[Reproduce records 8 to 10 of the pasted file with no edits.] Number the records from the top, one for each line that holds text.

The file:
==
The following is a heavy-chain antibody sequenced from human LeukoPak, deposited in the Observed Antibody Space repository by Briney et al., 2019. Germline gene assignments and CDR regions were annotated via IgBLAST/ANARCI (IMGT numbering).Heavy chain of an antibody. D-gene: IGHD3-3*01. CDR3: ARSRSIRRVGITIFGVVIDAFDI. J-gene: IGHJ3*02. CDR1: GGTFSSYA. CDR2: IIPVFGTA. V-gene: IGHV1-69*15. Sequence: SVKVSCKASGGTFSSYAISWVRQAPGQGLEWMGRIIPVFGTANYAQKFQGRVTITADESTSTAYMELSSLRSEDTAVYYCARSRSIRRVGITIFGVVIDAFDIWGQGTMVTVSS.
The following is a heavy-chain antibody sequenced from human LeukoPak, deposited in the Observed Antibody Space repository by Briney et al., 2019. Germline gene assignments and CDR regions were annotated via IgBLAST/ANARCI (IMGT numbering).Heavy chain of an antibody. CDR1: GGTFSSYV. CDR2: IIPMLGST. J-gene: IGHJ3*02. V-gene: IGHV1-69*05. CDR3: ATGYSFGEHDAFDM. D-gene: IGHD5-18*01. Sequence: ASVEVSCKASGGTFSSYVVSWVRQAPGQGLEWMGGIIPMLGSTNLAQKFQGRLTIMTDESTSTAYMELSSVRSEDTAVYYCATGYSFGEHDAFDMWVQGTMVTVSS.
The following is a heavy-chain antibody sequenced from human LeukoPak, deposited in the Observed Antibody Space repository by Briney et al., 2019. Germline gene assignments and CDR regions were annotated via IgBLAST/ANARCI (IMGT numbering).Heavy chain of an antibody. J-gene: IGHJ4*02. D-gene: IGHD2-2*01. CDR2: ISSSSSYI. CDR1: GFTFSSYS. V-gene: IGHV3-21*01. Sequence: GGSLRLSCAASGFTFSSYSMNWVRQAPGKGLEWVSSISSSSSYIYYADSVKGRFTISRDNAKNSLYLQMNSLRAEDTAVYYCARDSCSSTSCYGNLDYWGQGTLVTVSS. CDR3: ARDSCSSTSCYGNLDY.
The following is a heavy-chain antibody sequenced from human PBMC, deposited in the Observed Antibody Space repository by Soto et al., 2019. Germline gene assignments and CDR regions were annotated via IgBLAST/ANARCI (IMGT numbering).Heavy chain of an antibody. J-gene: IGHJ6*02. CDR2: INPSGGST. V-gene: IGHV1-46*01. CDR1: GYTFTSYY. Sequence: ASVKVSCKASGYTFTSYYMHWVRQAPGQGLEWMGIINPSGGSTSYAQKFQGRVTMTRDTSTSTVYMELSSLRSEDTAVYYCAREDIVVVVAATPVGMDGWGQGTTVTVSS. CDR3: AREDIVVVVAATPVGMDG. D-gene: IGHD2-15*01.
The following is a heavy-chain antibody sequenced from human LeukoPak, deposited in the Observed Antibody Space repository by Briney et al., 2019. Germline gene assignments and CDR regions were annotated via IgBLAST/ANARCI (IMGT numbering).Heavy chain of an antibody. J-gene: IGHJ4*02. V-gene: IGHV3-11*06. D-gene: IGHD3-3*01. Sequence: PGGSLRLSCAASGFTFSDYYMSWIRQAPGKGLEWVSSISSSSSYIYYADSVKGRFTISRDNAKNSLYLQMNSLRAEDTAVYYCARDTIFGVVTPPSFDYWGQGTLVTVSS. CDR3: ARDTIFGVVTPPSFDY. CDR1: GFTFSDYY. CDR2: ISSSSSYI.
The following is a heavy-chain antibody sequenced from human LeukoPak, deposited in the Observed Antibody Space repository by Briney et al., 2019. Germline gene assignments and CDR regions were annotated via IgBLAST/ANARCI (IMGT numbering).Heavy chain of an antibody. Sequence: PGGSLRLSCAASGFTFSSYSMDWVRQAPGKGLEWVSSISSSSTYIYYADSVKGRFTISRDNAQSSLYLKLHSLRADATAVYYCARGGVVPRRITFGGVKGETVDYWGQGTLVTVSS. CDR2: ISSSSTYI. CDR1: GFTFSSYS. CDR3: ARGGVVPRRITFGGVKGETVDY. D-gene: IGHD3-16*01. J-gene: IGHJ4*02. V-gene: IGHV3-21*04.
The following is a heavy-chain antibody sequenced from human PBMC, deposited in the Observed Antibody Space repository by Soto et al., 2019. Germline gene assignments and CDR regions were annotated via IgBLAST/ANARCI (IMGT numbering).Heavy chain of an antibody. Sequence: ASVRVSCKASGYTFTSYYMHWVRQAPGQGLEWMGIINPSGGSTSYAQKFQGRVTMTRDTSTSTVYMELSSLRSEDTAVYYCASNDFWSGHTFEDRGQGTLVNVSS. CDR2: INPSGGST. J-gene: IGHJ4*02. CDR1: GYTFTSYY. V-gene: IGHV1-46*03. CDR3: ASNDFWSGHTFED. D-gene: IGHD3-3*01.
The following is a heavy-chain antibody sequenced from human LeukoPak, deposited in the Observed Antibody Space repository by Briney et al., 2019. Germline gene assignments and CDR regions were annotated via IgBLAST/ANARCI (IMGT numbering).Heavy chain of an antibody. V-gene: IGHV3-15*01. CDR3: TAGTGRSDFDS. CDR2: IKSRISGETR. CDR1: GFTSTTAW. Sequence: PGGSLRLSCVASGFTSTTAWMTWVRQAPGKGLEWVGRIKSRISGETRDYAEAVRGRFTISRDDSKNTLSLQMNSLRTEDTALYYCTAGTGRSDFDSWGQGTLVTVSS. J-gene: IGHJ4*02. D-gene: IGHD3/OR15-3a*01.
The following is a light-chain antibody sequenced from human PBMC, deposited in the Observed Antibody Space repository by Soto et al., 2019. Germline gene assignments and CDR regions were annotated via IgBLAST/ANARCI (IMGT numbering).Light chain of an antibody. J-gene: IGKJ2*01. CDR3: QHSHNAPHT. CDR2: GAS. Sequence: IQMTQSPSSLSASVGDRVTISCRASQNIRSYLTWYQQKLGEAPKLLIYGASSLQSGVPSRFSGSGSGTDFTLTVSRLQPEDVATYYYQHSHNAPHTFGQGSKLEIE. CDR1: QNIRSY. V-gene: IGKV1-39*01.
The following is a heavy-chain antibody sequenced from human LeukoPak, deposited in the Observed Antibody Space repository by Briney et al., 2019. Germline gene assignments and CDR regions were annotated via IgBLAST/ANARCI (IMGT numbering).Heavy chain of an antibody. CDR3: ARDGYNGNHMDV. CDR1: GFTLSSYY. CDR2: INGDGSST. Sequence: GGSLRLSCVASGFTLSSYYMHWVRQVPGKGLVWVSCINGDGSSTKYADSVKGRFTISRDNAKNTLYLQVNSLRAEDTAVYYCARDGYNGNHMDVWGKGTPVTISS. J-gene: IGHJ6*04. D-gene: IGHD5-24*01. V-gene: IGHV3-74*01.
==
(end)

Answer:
The following is a heavy-chain antibody sequenced from human LeukoPak, deposited in the Observed Antibody Space repository by Briney et al., 2019. Germline gene assignments and CDR regions were annotated via IgBLAST/ANARCI (IMGT numbering).Heavy chain of an antibody. V-gene: IGHV3-15*01. CDR3: TAGTGRSDFDS. CDR2: IKSRISGETR. CDR1: GFTSTTAW. Sequence: PGGSLRLSCVASGFTSTTAWMTWVRQAPGKGLEWVGRIKSRISGETRDYAEAVRGRFTISRDDSKNTLSLQMNSLRTEDTALYYCTAGTGRSDFDSWGQGTLVTVSS. J-gene: IGHJ4*02. D-gene: IGHD3/OR15-3a*01.
The following is a light-chain antibody sequenced from human PBMC, deposited in the Observed Antibody Space repository by Soto et al., 2019. Germline gene assignments and CDR regions were annotated via IgBLAST/ANARCI (IMGT numbering).Light chain of an antibody. J-gene: IGKJ2*01. CDR3: QHSHNAPHT. CDR2: GAS. Sequence: IQMTQSPSSLSASVGDRVTISCRASQNIRSYLTWYQQKLGEAPKLLIYGASSLQSGVPSRFSGSGSGTDFTLTVSRLQPEDVATYYYQHSHNAPHTFGQGSKLEIE. CDR1: QNIRSY. V-gene: IGKV1-39*01.
The following is a heavy-chain antibody sequenced from human LeukoPak, deposited in the Observed Antibody Space repository by Briney et al., 2019. Germline gene assignments and CDR regions were annotated via IgBLAST/ANARCI (IMGT numbering).Heavy chain of an antibody. CDR3: ARDGYNGNHMDV. CDR1: GFTLSSYY. CDR2: INGDGSST. Sequence: GGSLRLSCVASGFTLSSYYMHWVRQVPGKGLVWVSCINGDGSSTKYADSVKGRFTISRDNAKNTLYLQVNSLRAEDTAVYYCARDGYNGNHMDVWGKGTPVTISS. J-gene: IGHJ6*04. D-gene: IGHD5-24*01. V-gene: IGHV3-74*01.